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The stories behind the paintings: Janet Marie Yeates

November 9, 2012 - Mohawk Currents

The Sacandaga Valley Arts Network invites the community to a Tuesday evening reception for “Journeys III,” an exhibit of 24 oil paintings by Janet Marie Yeates, at the Northville Public Library. The free meet-the-artist gathering will be upstairs in the gallery from 6 to 8 p.m. The exhibit runs through Dec. 27 and is open during library hours (call 863-6922 for details).

Janet was kind enough to share the following information about her work, and below she offers previews of three of her paintings — "Grace's Tulip Tree," "May Morning, Huntersland" and "Historic Stone Library on the Mill Pond, Brant Lake." The first two paintings were shown this summer in the 77th annual Cooperstown National Juried Exhibition at the Cooperstown Art Association.

Read on for what Janet has to say, in her own words, about her work and the stories behind these three paintings:

My life is enriched by the time I spend quietly observing and listening to Nature. Yes, there are intense challenges, but the rewards keep me and colleagues working outside at every opportunity. Having the right equipment is essential. Although I studied art and have practiced drawing, calligraphy and graphic design all my life, I needed to learn how to work outdoors. I've been fortunate to have guidance over the last 3 1/2 years. I am very grateful for studies with Ann Larsen, American Women Artists (www.americanwomenartists.org), and the paint-outs organized by Marilyn Fairman, chair of New York Plein Air Painters (www.nypleinairpainters.com) and founder of the Mohawk Region Chapter. These artists have studied the landscape in many parts of the country and are generous mentors.

When I meet people at the beautiful gallery which is upstairs in Northville Public Library, I get a chance to tell them how I happened to paint a particular canvas. Here are a few stories that reinforce my passion for seizing opportunities when painting outdoors, en plein air.

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"Grace's Tulip Tree"

My friend Grace Loucks has lived in Gifford Valley, near Northville, for 90 years. She is keenly aware of seasonal changes, wildlife and the trees and flowers she cherishes. Last year in early May, I drove past her house and caught a glimpse of a flowering tree. I found Grace at home, and after admiring the tulip tree, I set up my easel and quickly painted this 11x14 oil, knowing that warm, late afternoon light is fleeting. Sunlight described her home, so I wanted to paint that as well. Because I had no interest in a shed between the house and the tree, I never saw it! Not intending to "copy" Nature, I simply moved the tree closer to Grace's house. I finished the painting in a concentrated session less than 2 hours. Here's the magic: After that evening, it rained for nine days and the tree shed every blossom. This spring, the weather was erratic and the tree didn't bloom. I'd recorded a moment in time when the tree and I made a lasting connection. That is exciting for me and artistically fulfilling.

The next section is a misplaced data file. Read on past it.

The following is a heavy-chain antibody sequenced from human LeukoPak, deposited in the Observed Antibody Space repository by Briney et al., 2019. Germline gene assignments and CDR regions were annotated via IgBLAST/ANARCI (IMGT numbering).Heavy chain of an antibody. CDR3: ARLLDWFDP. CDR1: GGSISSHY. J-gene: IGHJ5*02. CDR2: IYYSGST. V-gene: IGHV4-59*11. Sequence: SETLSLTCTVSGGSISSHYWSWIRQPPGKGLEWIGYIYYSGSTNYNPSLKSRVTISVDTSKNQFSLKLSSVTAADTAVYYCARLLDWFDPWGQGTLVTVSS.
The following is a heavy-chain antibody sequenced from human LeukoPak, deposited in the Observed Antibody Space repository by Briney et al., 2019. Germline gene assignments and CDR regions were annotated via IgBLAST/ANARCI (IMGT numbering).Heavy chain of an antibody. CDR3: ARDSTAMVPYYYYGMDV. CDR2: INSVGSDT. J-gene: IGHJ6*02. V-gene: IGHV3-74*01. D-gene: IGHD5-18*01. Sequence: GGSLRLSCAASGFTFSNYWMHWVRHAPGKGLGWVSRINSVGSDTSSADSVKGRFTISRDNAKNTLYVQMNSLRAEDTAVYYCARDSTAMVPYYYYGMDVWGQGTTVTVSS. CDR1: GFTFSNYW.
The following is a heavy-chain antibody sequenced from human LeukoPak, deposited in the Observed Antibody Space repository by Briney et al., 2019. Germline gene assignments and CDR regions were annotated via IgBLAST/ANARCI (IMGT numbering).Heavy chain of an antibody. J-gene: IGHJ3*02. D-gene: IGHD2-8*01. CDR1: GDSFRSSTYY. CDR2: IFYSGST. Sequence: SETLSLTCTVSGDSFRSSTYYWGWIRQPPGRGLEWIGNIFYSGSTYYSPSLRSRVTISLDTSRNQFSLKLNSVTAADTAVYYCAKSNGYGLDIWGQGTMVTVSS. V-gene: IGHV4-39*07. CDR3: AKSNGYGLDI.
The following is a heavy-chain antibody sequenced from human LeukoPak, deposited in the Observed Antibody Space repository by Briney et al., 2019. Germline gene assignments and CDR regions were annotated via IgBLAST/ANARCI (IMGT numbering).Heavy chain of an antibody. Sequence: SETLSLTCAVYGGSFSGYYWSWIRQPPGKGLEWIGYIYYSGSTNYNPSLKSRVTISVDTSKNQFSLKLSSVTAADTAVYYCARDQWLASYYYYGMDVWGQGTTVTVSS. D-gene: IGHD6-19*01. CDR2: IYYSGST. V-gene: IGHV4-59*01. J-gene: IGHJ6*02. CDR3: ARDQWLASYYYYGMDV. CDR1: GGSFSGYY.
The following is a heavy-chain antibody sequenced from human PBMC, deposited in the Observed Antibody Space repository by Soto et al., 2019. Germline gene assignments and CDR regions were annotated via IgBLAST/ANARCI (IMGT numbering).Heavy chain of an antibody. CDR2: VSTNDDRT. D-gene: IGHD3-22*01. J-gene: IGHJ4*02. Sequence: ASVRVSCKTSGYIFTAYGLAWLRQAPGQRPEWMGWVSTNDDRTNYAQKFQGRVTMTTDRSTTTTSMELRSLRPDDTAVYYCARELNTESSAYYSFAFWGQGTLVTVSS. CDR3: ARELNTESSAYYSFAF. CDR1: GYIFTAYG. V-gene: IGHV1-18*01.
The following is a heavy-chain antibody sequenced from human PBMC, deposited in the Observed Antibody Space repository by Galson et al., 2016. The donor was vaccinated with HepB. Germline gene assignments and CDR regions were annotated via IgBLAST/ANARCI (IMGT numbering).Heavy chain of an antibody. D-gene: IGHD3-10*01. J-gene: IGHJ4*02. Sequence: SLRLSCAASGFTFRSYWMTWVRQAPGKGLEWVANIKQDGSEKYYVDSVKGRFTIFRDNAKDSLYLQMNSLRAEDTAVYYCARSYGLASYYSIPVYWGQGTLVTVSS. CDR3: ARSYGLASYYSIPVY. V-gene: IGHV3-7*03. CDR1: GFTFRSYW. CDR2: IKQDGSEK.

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"May Morning, Huntersland"

I was in Schoharie County this May, but the weather was windy, wet and raw. Since my painting time is limited by work commitments, I was quite sad. Monday morning arrived warm and sweet, and I made a quick decision to extend my visit. As usual, I had mental notes about painting sites to consider. I didn't have to drive far to see that a lone barn in the valley was an ideal subject. I was intrigued by the light aqua color of the barn door and the transparent yellow-greens of the hills behind the barn. It was only when I finished the painting and started driving up the hill that I could clearly see that the door was an ordinary galvanized grey. The color I saw was created by reflected light from the spring grasses!

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"Historic Stone Library on the Mill Pond, Brant Lake."

On this hot summer day, I was looking for shade and a windbreak. I drove for an hour until I found these two buildings. While I was working, the angle of the sun changed and the intriguing shadow appeared on the old stone building. If I had snapped a photo and gone back to the studio to work, I would have missed it!

 
 

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